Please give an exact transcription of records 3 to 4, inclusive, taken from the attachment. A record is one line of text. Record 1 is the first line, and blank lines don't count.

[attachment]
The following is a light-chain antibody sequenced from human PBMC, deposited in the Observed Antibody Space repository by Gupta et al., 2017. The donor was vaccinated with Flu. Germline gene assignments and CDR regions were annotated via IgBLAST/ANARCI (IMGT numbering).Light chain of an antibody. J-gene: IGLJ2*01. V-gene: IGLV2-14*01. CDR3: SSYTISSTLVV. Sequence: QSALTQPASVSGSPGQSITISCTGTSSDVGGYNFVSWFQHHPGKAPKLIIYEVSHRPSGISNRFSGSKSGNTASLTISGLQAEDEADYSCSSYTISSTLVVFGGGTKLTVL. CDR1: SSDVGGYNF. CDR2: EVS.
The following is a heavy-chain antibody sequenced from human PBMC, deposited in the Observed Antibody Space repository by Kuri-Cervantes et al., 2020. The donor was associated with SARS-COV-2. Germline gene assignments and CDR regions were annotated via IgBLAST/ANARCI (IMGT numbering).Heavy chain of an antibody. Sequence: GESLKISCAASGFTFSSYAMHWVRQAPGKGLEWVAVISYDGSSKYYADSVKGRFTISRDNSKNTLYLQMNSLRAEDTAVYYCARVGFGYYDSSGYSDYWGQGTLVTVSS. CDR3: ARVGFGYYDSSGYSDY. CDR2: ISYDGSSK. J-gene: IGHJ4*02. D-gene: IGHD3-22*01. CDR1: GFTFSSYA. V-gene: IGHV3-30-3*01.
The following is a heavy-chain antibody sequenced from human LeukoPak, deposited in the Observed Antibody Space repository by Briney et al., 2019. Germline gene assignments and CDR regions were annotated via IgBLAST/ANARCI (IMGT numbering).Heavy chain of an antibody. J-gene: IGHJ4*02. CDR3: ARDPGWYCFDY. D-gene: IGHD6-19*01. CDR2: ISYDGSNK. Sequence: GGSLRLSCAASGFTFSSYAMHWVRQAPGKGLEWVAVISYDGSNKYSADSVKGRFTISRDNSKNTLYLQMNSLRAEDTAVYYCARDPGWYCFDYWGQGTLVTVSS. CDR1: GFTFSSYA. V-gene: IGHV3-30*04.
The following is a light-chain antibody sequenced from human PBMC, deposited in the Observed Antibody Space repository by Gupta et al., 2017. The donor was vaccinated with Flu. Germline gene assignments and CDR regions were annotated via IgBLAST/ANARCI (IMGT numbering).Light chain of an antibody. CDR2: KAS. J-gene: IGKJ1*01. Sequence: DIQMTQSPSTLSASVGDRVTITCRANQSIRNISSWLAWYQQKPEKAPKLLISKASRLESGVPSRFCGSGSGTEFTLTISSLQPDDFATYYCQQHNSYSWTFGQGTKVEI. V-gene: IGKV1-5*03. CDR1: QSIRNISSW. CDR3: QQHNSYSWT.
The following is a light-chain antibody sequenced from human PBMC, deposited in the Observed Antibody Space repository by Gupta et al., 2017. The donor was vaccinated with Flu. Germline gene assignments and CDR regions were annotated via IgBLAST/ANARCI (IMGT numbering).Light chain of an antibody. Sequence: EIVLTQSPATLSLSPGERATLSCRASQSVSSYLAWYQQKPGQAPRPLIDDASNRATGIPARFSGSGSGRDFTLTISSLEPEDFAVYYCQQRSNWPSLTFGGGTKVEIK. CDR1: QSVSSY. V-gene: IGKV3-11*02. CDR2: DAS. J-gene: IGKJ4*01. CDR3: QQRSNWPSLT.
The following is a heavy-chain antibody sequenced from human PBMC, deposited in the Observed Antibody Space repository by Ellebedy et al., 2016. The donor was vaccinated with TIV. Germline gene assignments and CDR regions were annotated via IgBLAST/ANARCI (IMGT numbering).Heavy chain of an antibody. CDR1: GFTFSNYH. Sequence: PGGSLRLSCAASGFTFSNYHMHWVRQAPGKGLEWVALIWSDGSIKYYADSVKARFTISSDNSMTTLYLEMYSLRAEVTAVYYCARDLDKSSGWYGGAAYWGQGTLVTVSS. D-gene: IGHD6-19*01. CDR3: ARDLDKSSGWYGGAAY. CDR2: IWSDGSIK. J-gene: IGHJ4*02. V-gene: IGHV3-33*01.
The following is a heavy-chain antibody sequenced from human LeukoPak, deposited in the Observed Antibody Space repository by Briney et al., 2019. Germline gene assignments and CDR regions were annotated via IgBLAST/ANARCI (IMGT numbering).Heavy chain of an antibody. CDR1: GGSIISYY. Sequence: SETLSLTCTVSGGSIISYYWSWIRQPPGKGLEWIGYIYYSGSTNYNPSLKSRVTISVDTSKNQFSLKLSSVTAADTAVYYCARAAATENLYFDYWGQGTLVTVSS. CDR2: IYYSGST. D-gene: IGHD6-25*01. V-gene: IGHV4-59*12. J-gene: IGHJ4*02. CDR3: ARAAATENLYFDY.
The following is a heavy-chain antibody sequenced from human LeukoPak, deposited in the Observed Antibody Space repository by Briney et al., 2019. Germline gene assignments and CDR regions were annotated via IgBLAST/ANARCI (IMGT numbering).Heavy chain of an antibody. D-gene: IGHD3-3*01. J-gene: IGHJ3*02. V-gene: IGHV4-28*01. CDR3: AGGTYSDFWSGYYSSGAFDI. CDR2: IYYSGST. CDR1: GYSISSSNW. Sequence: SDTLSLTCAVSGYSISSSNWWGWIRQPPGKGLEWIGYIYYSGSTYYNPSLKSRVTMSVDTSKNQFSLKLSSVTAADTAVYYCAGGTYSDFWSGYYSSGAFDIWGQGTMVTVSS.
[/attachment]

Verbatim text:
The following is a heavy-chain antibody sequenced from human LeukoPak, deposited in the Observed Antibody Space repository by Briney et al., 2019. Germline gene assignments and CDR regions were annotated via IgBLAST/ANARCI (IMGT numbering).Heavy chain of an antibody. J-gene: IGHJ4*02. CDR3: ARDPGWYCFDY. D-gene: IGHD6-19*01. CDR2: ISYDGSNK. Sequence: GGSLRLSCAASGFTFSSYAMHWVRQAPGKGLEWVAVISYDGSNKYSADSVKGRFTISRDNSKNTLYLQMNSLRAEDTAVYYCARDPGWYCFDYWGQGTLVTVSS. CDR1: GFTFSSYA. V-gene: IGHV3-30*04.
The following is a light-chain antibody sequenced from human PBMC, deposited in the Observed Antibody Space repository by Gupta et al., 2017. The donor was vaccinated with Flu. Germline gene assignments and CDR regions were annotated via IgBLAST/ANARCI (IMGT numbering).Light chain of an antibody. CDR2: KAS. J-gene: IGKJ1*01. Sequence: DIQMTQSPSTLSASVGDRVTITCRANQSIRNISSWLAWYQQKPEKAPKLLISKASRLESGVPSRFCGSGSGTEFTLTISSLQPDDFATYYCQQHNSYSWTFGQGTKVEI. V-gene: IGKV1-5*03. CDR1: QSIRNISSW. CDR3: QQHNSYSWT.